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East Africa Regional Sorghum Supply and Market Outlook

  • Supply and Market Outlook
  • East Africa
  • April 19, 2022
East Africa Regional Sorghum Supply and Market Outlook

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  • Key Messages
  • Key Messages
    • Sorghum is an important staple food in East Africa. Domestic sorghum production makes important contributions to the national food supply in Sudan, Somalia, and South Sudan (39, 56, and 75 percent, respectively), and smaller amounts in Ethiopia and Uganda (17 and 10 percent, respectively).

    • This report summarizes the supply and market outlook for sorghum in Ethiopia, Somalia, South Sudan, Sudan, and Uganda. The outlook period follows the 2021/22 marketing year (MY), spanning from October 2021 to September 2022 and covering two main harvests—2021/2022 October to February harvest the 2022 June to August harvest. While the October to February harvest data estimates is more reliable, the June to August harvest estimates may be updated as data becomes available.

    • In MY 2021/22, estimates for the regional balance and self-sufficiency, are 101% and 18% below average, respectively (Figure 1), due to preliminary estimates of below-average regional production, below-average stocks, and above-average demand. Initial production estimates (Figure 2) indicate the three structurally surplus countries of Ethiopia, Sudan, and Uganda had average to below-average harvests. Above-average demand for imports in South Sudan and Somalia is expected to divert supply from Uganda, Sudan, and Ethiopia.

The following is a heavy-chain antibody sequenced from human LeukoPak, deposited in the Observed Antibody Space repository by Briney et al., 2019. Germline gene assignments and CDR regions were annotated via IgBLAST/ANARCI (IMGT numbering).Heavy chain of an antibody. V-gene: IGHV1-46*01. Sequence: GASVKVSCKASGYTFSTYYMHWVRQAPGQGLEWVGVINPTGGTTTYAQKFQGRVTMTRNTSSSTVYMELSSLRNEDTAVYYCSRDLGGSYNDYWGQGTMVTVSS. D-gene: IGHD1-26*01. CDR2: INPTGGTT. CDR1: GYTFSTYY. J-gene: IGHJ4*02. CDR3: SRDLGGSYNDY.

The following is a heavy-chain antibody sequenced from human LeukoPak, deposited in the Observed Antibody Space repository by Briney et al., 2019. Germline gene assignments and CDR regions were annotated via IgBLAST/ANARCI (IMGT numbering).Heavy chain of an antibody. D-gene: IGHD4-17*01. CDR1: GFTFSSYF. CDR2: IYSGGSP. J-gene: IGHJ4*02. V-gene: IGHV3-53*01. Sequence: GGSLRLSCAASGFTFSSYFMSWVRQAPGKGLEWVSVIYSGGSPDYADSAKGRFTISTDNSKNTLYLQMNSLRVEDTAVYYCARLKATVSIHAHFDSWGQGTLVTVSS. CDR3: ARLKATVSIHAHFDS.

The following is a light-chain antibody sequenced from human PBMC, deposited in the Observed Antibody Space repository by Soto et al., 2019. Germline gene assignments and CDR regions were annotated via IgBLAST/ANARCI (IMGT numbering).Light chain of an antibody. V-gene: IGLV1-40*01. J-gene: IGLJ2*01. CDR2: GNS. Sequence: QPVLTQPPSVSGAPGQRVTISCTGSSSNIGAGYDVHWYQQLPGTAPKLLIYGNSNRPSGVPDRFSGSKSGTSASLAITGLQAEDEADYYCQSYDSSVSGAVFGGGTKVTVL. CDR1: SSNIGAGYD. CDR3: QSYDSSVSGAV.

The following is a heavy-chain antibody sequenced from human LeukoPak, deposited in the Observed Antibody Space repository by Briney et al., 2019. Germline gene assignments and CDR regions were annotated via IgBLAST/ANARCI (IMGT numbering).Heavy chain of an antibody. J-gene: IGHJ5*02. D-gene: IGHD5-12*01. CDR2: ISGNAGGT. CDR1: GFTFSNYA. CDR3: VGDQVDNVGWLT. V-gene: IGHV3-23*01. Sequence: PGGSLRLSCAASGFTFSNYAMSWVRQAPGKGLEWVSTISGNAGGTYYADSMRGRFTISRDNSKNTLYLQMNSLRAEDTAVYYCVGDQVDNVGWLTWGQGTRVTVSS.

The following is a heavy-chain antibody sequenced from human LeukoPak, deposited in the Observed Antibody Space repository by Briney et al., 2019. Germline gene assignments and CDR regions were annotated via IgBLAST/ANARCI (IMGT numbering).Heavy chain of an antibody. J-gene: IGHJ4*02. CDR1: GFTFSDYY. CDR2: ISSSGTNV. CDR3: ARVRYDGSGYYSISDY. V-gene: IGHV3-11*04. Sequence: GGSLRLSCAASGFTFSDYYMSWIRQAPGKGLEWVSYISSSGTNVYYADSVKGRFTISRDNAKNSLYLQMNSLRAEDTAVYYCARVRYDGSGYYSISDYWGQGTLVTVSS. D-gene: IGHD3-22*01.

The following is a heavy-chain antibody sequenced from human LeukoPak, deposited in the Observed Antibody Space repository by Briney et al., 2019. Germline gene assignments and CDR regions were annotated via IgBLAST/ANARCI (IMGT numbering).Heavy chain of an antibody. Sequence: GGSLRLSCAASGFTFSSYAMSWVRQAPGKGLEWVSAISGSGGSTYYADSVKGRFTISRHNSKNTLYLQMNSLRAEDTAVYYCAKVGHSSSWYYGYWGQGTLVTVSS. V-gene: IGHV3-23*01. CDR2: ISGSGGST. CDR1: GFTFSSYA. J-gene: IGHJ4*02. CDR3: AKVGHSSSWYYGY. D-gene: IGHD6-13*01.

• Above-average sorghum prices are expected across the region for the rest of MY 201/22 due to increased regional demand amid below-average production. High inflation, currency depreciation, and insecurity are expected to put upward pressure on prices in Sudan, South Sudan, and Ethiopia

    • Given the below-average surplus, market-based response activities including sorghum, or any substitute commodities should consider the projected market and trade dynamics put forth in this report. Monitoring the performance of upcoming harvests and macroeconomic issues (especially in Somalia, Ethiopia, Sudan, and South Sudan) is essential in 2022.

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